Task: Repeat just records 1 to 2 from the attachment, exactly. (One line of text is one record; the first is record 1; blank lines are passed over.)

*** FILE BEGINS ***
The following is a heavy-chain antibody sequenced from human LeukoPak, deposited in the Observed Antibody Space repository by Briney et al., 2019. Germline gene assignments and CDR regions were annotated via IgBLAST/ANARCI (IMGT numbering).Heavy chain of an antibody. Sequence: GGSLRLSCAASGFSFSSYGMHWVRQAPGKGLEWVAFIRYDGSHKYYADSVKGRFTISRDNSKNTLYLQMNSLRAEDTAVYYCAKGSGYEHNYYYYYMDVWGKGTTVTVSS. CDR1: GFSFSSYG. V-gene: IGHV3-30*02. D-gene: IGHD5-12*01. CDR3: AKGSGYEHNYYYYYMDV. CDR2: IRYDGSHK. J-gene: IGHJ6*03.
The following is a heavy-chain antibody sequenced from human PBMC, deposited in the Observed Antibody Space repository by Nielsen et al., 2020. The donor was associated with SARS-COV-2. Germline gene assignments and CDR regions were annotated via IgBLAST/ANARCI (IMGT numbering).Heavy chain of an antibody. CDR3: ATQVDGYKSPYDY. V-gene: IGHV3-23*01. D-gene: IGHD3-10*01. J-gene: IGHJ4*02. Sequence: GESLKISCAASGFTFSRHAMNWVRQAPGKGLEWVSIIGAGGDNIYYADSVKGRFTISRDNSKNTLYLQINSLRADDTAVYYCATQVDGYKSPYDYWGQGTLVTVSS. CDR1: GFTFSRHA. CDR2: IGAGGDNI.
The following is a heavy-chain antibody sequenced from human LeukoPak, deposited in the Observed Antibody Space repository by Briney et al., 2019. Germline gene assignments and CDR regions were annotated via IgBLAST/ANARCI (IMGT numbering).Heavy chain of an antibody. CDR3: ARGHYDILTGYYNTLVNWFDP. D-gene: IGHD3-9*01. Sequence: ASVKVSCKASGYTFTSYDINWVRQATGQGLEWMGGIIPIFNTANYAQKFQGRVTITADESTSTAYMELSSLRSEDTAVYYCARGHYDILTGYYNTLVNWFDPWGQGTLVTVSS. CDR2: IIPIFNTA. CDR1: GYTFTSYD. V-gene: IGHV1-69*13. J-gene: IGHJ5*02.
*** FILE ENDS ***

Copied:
The following is a heavy-chain antibody sequenced from human LeukoPak, deposited in the Observed Antibody Space repository by Briney et al., 2019. Germline gene assignments and CDR regions were annotated via IgBLAST/ANARCI (IMGT numbering).Heavy chain of an antibody. Sequence: GGSLRLSCAASGFSFSSYGMHWVRQAPGKGLEWVAFIRYDGSHKYYADSVKGRFTISRDNSKNTLYLQMNSLRAEDTAVYYCAKGSGYEHNYYYYYMDVWGKGTTVTVSS. CDR1: GFSFSSYG. V-gene: IGHV3-30*02. D-gene: IGHD5-12*01. CDR3: AKGSGYEHNYYYYYMDV. CDR2: IRYDGSHK. J-gene: IGHJ6*03.
The following is a heavy-chain antibody sequenced from human PBMC, deposited in the Observed Antibody Space repository by Nielsen et al., 2020. The donor was associated with SARS-COV-2. Germline gene assignments and CDR regions were annotated via IgBLAST/ANARCI (IMGT numbering).Heavy chain of an antibody. CDR3: ATQVDGYKSPYDY. V-gene: IGHV3-23*01. D-gene: IGHD3-10*01. J-gene: IGHJ4*02. Sequence: GESLKISCAASGFTFSRHAMNWVRQAPGKGLEWVSIIGAGGDNIYYADSVKGRFTISRDNSKNTLYLQINSLRADDTAVYYCATQVDGYKSPYDYWGQGTLVTVSS. CDR1: GFTFSRHA. CDR2: IGAGGDNI.